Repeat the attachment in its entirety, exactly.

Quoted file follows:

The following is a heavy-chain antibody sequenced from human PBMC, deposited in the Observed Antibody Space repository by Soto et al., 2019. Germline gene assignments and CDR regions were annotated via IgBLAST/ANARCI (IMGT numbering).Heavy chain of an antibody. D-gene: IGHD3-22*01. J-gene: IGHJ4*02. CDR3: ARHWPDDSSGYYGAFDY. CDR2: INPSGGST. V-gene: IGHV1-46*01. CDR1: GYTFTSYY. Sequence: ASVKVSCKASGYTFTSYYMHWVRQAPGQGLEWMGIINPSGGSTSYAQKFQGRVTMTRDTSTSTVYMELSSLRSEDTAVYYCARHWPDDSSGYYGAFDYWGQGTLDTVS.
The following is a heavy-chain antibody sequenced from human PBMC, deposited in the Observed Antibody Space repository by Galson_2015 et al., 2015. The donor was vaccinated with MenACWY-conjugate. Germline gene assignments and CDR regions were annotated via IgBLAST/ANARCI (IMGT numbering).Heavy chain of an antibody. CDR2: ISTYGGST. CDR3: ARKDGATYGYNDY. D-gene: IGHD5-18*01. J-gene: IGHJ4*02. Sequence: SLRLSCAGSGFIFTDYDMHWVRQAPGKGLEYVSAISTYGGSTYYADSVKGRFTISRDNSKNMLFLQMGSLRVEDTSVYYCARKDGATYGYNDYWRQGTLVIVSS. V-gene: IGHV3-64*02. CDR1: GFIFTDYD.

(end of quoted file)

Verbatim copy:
The following is a heavy-chain antibody sequenced from human PBMC, deposited in the Observed Antibody Space repository by Soto et al., 2019. Germline gene assignments and CDR regions were annotated via IgBLAST/ANARCI (IMGT numbering).Heavy chain of an antibody. D-gene: IGHD3-22*01. J-gene: IGHJ4*02. CDR3: ARHWPDDSSGYYGAFDY. CDR2: INPSGGST. V-gene: IGHV1-46*01. CDR1: GYTFTSYY. Sequence: ASVKVSCKASGYTFTSYYMHWVRQAPGQGLEWMGIINPSGGSTSYAQKFQGRVTMTRDTSTSTVYMELSSLRSEDTAVYYCARHWPDDSSGYYGAFDYWGQGTLDTVS.
The following is a heavy-chain antibody sequenced from human PBMC, deposited in the Observed Antibody Space repository by Galson_2015 et al., 2015. The donor was vaccinated with MenACWY-conjugate. Germline gene assignments and CDR regions were annotated via IgBLAST/ANARCI (IMGT numbering).Heavy chain of an antibody. CDR2: ISTYGGST. CDR3: ARKDGATYGYNDY. D-gene: IGHD5-18*01. J-gene: IGHJ4*02. Sequence: SLRLSCAGSGFIFTDYDMHWVRQAPGKGLEYVSAISTYGGSTYYADSVKGRFTISRDNSKNMLFLQMGSLRVEDTSVYYCARKDGATYGYNDYWRQGTLVIVSS. V-gene: IGHV3-64*02. CDR1: GFIFTDYD.